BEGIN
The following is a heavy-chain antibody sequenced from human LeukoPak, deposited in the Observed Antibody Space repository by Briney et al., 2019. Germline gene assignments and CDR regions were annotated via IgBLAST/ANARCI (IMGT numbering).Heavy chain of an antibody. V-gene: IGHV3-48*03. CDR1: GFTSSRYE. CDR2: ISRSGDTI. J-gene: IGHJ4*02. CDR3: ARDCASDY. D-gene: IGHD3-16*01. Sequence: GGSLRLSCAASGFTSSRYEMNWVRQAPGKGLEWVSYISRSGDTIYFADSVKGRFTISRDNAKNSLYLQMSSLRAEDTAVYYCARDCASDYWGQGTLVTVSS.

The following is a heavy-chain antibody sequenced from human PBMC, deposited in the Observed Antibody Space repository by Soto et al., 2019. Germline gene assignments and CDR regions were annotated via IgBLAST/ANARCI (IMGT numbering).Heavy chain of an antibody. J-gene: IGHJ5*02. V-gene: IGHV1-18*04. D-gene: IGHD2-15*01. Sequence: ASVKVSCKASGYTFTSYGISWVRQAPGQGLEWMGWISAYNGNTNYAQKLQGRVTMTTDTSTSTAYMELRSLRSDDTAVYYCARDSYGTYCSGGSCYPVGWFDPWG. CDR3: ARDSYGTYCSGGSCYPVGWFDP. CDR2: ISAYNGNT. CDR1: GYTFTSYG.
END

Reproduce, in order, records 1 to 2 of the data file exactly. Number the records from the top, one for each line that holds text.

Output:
The following is a heavy-chain antibody sequenced from human LeukoPak, deposited in the Observed Antibody Space repository by Briney et al., 2019. Germline gene assignments and CDR regions were annotated via IgBLAST/ANARCI (IMGT numbering).Heavy chain of an antibody. V-gene: IGHV3-48*03. CDR1: GFTSSRYE. CDR2: ISRSGDTI. J-gene: IGHJ4*02. CDR3: ARDCASDY. D-gene: IGHD3-16*01. Sequence: GGSLRLSCAASGFTSSRYEMNWVRQAPGKGLEWVSYISRSGDTIYFADSVKGRFTISRDNAKNSLYLQMSSLRAEDTAVYYCARDCASDYWGQGTLVTVSS.

The following is a heavy-chain antibody sequenced from human PBMC, deposited in the Observed Antibody Space repository by Soto et al., 2019. Germline gene assignments and CDR regions were annotated via IgBLAST/ANARCI (IMGT numbering).Heavy chain of an antibody. J-gene: IGHJ5*02. V-gene: IGHV1-18*04. D-gene: IGHD2-15*01. Sequence: ASVKVSCKASGYTFTSYGISWVRQAPGQGLEWMGWISAYNGNTNYAQKLQGRVTMTTDTSTSTAYMELRSLRSDDTAVYYCARDSYGTYCSGGSCYPVGWFDPWG. CDR3: ARDSYGTYCSGGSCYPVGWFDP. CDR2: ISAYNGNT. CDR1: GYTFTSYG.